I had just turned nine when the Columbine High School Massacre stunned the nation. It was April of 1999 at my elementary school, just three miles from Columbine, where in the middle of an ordinary school day my third grade teacher took a phone call that drained all of the color from her face. We spent the rest of the day in a room with the lights off and door locked, coloring instead of doing speed times tables while adults whispered around us. For the next weeks and months, every television in every waiting room, hair salon and gym ran new updates; we were steeped in stories of the confusion of the shooting. An event of this scale and type was the first of its kind in the nation, and all did their best to manage the chaos of grief in the midst of tragedy, especially for those who attended and worked at Columbine. We continued to sing songs in Sunday school, but somehow the God whose love was flowing “Deep and Wide” wasn’t the same God who knew what was going on in Littleton.
Ten years later, I had just turned 19, and was closing out my first year at the University of Iowa, far away from my Littleton home. April 20th came, and the day did not start like the ten anniversaries before it: there was no moment of silence that stretched across the whole city at once, no somber, aching quiet where all were still to remember or pray. Instead, freshman students around me were abuzz with jokes about the unofficial national marijuana holiday. I mourned alone.
Eleven years after the Columbine High School Massacre, I had just turned 21, and was sitting in a Statistics lecture. I glanced up from my margin doodles to see that the boy sitting in the row directly in front of me was using the tip of a butterfly knife to pick at the chipping paint on his desk. It felt like all of my blood had left my body. Why was the teacher doing nothing? Was it my job? Was I supposed to get the knife out of his hand? Was it up to me to protect those around me? Could I save them? Is this how we will die? I missed a quiz that day; I had a panic attack on the floor of the bathroom instead.
Seventeen years and one day after the Columbine Massacre, I sat in a meeting room, in a small-town Iowa coffee shop, listening and taking notes with other ministry leaders and pastors. Kip Hamby from Harvest Bible Chapel in Davenport was presenting to the Eastern Iowa Biblical Counseling Coalition about a Crisis Response Team plan and discussion outline, detailing how we can serve our congregations and communities well in the aftermath of unexpected tragedy or crisis. I had only begun to process in the last two years the effects of growing up in a community rocked by tragedy, and how the echoes of that had filled at least one small girl with ongoing fear. As I grew, I couldn’t reconcile my view of a good and all-powerful God with my own paralyzing fear and misplaced responsibility to protect and control. In the past few years, the Lord has been faithful and kind to teach me about His ultimate sovereignty that is beyond my understanding, His goodness, and His protection. There is such freedom in being able to see God for who He is: the God who uses tragedy for His purposes, who remains near to those whom He has called, and who has already conquered death, sin, and the powers of darkness when he rose from the dead.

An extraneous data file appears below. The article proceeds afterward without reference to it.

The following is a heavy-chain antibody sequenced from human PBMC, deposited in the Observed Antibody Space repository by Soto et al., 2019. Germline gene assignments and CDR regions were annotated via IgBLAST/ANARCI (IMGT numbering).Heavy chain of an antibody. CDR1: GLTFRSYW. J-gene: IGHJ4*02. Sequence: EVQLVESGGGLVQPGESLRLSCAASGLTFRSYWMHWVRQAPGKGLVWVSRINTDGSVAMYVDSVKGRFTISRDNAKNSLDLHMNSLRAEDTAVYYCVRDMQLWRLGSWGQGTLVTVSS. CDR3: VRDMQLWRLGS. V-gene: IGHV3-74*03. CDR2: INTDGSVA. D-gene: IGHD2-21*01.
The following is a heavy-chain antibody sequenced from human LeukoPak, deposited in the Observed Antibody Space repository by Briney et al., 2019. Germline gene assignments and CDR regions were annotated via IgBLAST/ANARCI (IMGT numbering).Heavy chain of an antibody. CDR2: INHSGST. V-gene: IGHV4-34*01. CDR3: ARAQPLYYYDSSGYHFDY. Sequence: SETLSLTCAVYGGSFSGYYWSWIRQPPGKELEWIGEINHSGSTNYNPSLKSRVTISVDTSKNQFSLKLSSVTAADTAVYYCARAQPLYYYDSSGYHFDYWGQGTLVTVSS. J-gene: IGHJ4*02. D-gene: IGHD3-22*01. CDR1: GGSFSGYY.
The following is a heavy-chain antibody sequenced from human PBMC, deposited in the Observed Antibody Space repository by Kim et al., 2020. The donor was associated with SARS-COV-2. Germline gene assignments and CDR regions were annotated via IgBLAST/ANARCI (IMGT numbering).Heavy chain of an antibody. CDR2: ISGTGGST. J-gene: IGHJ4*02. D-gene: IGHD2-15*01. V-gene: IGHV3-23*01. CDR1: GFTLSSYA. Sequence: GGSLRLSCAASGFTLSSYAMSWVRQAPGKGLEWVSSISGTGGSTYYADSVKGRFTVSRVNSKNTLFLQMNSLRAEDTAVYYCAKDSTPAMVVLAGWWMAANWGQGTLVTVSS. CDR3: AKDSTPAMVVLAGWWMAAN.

A Crisis Response Plan is something that you develop hoping you’ll never have to use it, but helps us be ready to swiftly and lovingly come alongside communities in crisis with the hope of the same God who conquered death. It provides a space and structure to see Jesus in the mess of a broken world, an opportunity to trust Him for who He is regardless of vacillating emotions, a chance to hold fast to His constancy and the hope that we have in the midst of confusion.
I had spent over a decade holding the reality of Columbine in one hand and a good God in the other, trying to live with the reality of both without ever letting them touch, and I reaped the consequences of this dissonance in the form of paralyzing fear for years. This is not what I wish for my neighbors or community. I wish for them to see God for who He is in the midst of crisis, to wrestle well with grief in light of His character and promises, to cling tightly to the hope of the Gospel, and use it as the lens through which they process even the tragedies of life. Let’s be followers of Jesus who are prepared and equipped through His Word to serve Him faithfully in the midst of crisis, walking alongside our brothers and sisters in a broken and unpredictable world, pointing all eyes and hearts ever towards the hope of our conquering King. Let’s be ready.
Grace Community Church
For this meeting’s notes, and Harvest’s Crisis Response Team plan and Crisis Discussion Overview, please see the Past Meetings Tab and look at April 2016’s attachments.